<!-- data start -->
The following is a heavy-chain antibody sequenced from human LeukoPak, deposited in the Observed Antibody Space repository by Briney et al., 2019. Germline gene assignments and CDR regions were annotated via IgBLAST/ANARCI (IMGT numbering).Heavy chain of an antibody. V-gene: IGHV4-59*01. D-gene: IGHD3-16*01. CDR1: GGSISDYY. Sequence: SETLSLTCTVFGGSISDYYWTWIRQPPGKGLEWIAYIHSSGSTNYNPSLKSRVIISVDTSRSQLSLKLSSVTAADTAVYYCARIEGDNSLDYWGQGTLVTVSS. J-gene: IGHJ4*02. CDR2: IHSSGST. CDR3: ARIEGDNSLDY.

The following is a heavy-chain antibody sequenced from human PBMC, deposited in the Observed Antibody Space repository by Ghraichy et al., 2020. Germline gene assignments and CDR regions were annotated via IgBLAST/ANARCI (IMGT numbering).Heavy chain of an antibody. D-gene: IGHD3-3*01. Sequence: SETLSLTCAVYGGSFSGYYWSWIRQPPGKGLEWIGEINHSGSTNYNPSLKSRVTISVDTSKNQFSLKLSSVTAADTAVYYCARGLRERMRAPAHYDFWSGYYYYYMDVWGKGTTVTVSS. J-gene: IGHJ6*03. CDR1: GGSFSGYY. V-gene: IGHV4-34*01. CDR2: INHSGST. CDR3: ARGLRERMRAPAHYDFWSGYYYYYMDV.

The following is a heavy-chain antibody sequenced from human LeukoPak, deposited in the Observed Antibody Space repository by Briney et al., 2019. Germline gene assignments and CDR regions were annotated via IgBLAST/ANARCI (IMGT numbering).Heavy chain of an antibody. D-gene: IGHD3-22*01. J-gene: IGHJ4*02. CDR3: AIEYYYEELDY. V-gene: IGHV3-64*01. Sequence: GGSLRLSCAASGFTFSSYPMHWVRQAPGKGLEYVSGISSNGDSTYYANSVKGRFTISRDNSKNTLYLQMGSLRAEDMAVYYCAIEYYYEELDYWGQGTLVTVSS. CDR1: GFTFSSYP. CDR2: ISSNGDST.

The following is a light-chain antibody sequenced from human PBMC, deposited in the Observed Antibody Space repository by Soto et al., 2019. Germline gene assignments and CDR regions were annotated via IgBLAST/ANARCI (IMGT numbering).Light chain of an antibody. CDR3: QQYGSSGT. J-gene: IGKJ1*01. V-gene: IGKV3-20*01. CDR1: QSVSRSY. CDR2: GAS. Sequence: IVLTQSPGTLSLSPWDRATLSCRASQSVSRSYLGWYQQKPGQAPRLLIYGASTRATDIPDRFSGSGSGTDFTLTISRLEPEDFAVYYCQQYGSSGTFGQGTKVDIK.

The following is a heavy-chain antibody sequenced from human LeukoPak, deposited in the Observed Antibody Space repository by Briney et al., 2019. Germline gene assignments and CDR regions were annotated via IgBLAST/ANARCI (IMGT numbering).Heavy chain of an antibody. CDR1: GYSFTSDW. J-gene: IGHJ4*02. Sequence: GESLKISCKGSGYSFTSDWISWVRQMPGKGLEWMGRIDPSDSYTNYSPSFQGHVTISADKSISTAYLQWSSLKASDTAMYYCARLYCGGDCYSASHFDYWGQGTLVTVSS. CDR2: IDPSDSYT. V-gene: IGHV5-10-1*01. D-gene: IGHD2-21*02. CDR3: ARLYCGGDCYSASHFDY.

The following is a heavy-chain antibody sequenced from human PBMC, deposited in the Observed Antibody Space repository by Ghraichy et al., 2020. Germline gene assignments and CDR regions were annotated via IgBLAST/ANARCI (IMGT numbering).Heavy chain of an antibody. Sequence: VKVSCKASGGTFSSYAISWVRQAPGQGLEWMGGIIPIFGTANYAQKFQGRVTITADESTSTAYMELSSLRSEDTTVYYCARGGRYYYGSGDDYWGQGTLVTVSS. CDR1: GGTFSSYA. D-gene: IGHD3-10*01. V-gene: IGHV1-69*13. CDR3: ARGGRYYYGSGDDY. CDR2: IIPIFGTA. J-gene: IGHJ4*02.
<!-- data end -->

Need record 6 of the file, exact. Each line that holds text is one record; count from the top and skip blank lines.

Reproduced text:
The following is a heavy-chain antibody sequenced from human PBMC, deposited in the Observed Antibody Space repository by Ghraichy et al., 2020. Germline gene assignments and CDR regions were annotated via IgBLAST/ANARCI (IMGT numbering).Heavy chain of an antibody. Sequence: VKVSCKASGGTFSSYAISWVRQAPGQGLEWMGGIIPIFGTANYAQKFQGRVTITADESTSTAYMELSSLRSEDTTVYYCARGGRYYYGSGDDYWGQGTLVTVSS. CDR1: GGTFSSYA. D-gene: IGHD3-10*01. V-gene: IGHV1-69*13. CDR3: ARGGRYYYGSGDDY. CDR2: IIPIFGTA. J-gene: IGHJ4*02.